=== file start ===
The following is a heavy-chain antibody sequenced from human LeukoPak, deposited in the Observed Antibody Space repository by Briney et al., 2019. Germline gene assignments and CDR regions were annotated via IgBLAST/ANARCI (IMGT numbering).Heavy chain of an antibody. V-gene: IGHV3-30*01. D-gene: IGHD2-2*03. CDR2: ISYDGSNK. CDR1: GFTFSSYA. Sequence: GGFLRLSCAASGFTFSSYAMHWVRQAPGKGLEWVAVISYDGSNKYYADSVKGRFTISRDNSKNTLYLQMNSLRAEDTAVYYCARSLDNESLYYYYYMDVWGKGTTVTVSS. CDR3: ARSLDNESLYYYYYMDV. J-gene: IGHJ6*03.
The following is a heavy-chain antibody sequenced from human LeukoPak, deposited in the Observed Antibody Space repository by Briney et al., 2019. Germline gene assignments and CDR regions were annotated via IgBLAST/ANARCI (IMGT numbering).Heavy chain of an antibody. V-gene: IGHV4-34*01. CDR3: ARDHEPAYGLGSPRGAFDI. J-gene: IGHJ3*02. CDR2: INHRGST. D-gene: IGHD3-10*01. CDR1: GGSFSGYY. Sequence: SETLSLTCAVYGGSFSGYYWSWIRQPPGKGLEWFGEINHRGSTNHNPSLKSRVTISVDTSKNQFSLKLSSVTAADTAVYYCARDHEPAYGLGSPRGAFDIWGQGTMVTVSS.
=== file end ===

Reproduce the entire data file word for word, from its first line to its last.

The following is a heavy-chain antibody sequenced from human LeukoPak, deposited in the Observed Antibody Space repository by Briney et al., 2019. Germline gene assignments and CDR regions were annotated via IgBLAST/ANARCI (IMGT numbering).Heavy chain of an antibody. V-gene: IGHV3-30*01. D-gene: IGHD2-2*03. CDR2: ISYDGSNK. CDR1: GFTFSSYA. Sequence: GGFLRLSCAASGFTFSSYAMHWVRQAPGKGLEWVAVISYDGSNKYYADSVKGRFTISRDNSKNTLYLQMNSLRAEDTAVYYCARSLDNESLYYYYYMDVWGKGTTVTVSS. CDR3: ARSLDNESLYYYYYMDV. J-gene: IGHJ6*03.
The following is a heavy-chain antibody sequenced from human LeukoPak, deposited in the Observed Antibody Space repository by Briney et al., 2019. Germline gene assignments and CDR regions were annotated via IgBLAST/ANARCI (IMGT numbering).Heavy chain of an antibody. V-gene: IGHV4-34*01. CDR3: ARDHEPAYGLGSPRGAFDI. J-gene: IGHJ3*02. CDR2: INHRGST. D-gene: IGHD3-10*01. CDR1: GGSFSGYY. Sequence: SETLSLTCAVYGGSFSGYYWSWIRQPPGKGLEWFGEINHRGSTNHNPSLKSRVTISVDTSKNQFSLKLSSVTAADTAVYYCARDHEPAYGLGSPRGAFDIWGQGTMVTVSS.